“Our focus is on building platforms that allow us to change quickly, allow us to scale quickly, allow us to provide different experiences quickly,” he says, adding that CarMax’s product-based approach to building those platforms has been key. “We moved away from traditional project-based annual planning cycles where you have requirements, you have testing and all these things. It doesn’t work because things change so fast.”

The product-based mindset involves taking on a customer perspective, breaking down the shopping journey into components, each of which can be developed independently.

“A shopping journey may start with searching for a car, so we have set up product teams that are focused on making that search experience absolutely the best and that’s all they do,” Mohammad says by way of example.

Those teams are composed of seven to nine employees, and include at a minimum a product manager, a lead developer or engineer, and a user experience specialist who shares time working with two to four other product teams. Team members from other departments are also included based on strategic need.

It’s an experimental process, taking a new approach every two weeks or so and keeping what works. Sometimes, a new feature won’t be fully baked. Instead CarMax will push out a feature that appears complete, so staff can receive feedback by seeing how customers respond.

“We have a lot of great ideas. We also have some bad ideas. At the end of the day, it really doesn’t matter. It’s the customer who has to tell us whether it’s working or not working,” he says.

Culture of respect

Product teams have 10 minutes each to present their work in an open house meeting every two weeks or so. Previously, those meetings would happen at CarMax’s home office and be broadcast to other locations. Now they’re happening on screen in everyone’s home office, enabling more people to participate.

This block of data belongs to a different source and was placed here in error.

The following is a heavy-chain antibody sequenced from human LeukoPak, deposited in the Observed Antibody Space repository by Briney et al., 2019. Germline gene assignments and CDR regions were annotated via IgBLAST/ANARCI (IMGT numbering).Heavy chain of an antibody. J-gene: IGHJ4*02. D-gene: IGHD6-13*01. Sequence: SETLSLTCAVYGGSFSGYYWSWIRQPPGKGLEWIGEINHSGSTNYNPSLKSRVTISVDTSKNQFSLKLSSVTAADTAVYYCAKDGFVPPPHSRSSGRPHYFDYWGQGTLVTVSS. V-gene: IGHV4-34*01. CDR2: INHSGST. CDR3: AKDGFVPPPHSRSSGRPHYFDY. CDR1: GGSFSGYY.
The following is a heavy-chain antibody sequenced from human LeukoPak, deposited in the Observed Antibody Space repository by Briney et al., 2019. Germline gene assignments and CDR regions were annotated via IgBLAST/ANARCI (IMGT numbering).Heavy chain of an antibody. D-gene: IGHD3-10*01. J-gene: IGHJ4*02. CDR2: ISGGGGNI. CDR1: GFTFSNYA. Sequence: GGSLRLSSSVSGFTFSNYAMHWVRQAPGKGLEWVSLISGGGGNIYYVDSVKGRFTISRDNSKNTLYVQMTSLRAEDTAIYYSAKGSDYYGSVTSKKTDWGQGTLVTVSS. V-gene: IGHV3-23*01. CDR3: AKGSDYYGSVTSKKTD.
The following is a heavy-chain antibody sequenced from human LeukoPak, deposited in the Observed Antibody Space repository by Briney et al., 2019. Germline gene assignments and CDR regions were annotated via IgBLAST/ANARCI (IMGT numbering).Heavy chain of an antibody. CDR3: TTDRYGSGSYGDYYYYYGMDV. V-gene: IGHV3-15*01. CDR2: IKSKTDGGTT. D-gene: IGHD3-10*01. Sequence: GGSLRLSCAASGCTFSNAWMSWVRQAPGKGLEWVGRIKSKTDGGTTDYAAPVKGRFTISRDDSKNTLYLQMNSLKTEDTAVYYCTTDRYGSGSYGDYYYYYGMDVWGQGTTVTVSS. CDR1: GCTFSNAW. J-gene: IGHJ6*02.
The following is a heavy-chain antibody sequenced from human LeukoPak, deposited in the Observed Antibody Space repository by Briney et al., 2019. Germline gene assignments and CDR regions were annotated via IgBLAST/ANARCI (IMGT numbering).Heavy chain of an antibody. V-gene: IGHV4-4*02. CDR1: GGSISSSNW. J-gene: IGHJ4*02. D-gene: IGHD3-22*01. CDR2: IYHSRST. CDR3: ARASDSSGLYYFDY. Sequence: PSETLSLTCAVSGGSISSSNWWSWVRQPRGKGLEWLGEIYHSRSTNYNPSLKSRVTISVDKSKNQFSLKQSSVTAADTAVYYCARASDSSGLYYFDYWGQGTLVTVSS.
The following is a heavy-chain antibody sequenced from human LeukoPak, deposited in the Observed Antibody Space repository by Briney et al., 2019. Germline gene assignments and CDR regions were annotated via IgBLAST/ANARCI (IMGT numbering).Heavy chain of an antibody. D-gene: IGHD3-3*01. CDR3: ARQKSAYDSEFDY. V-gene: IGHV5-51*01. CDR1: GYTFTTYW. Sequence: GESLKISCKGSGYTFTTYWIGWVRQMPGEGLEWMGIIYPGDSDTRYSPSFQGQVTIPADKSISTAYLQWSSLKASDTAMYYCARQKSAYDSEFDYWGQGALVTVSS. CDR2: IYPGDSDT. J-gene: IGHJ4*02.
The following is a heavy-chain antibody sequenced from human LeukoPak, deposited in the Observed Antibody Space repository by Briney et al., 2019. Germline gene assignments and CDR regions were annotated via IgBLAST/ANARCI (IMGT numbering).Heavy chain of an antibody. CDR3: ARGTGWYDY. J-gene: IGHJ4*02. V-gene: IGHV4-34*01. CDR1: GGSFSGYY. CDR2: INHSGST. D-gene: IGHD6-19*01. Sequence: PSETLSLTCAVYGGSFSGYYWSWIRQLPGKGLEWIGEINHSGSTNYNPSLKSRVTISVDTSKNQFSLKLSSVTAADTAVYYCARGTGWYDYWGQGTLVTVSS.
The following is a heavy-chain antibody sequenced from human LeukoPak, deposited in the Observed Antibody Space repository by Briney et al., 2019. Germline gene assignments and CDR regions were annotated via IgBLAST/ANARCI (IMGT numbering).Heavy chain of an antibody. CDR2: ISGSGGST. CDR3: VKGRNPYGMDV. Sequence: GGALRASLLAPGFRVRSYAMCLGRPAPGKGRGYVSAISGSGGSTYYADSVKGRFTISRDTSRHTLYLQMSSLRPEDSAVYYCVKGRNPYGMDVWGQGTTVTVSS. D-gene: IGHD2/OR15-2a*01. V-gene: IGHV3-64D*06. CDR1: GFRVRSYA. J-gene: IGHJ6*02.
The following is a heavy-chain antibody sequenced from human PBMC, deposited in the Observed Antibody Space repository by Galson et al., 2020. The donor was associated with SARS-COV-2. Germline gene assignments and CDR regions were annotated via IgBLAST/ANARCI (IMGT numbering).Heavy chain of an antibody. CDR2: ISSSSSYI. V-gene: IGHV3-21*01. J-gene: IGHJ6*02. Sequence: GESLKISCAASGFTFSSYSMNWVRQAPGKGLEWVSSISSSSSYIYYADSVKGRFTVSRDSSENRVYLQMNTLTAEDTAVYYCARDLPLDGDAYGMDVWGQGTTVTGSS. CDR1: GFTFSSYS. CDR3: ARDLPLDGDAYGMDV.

Anyone in the company is welcome to drop in, Mohammad says: “The senior leadership team, like myself, the CMO and COO, we attend all the time. The CEO will attend sometimes.”

That sends the message to staff that the work these teams are doing is important to the company, he adds.

One of the things Mohammad is proud of is the culture of respect between teams — something that’s contributed to CarMax making Fortune’s list of 100 Best Companies to Work For 16 years in a row. “It’s a culture where people feel safe,” he says.

Safe to experiment, for example: “It’s very empowering for them to be able to share in an open public forum the mistakes they made, because we want them to learn from mistakes and we want them to try different things.”

That feeling of empowerment also helped with the accelerated rollout. “We gave them a new objective — because we do this every quarter — we gave them the new objective, and they readjusted and reprioritized, and they went after it, and they got it done,” he says.

As a result, the nationwide rollout of CarMax’s omnichannel platform was complete by August 2020, six months ahead of schedule.

Cross-functional advice

Mohammad has advice for those hoping to achieve something similar.

First, he says, build a strong relationship with your peers. At CarMax, Mohammad was able to build a strong partnership early on with the company’s COO and CMO. Without their support, he says, he would not have been able to build the cross-functional product teams.

Second, start small: Build one or two small product teams to show what a cross-functional, empowered team can do. “The results are going to be so amazing that your business partners are going to be asking for more.”

“The third thing is, it’s going to be painful no matter what because you’re changing fundamentally how many of the people in the organization work,” he says. “This is not going to be easy.”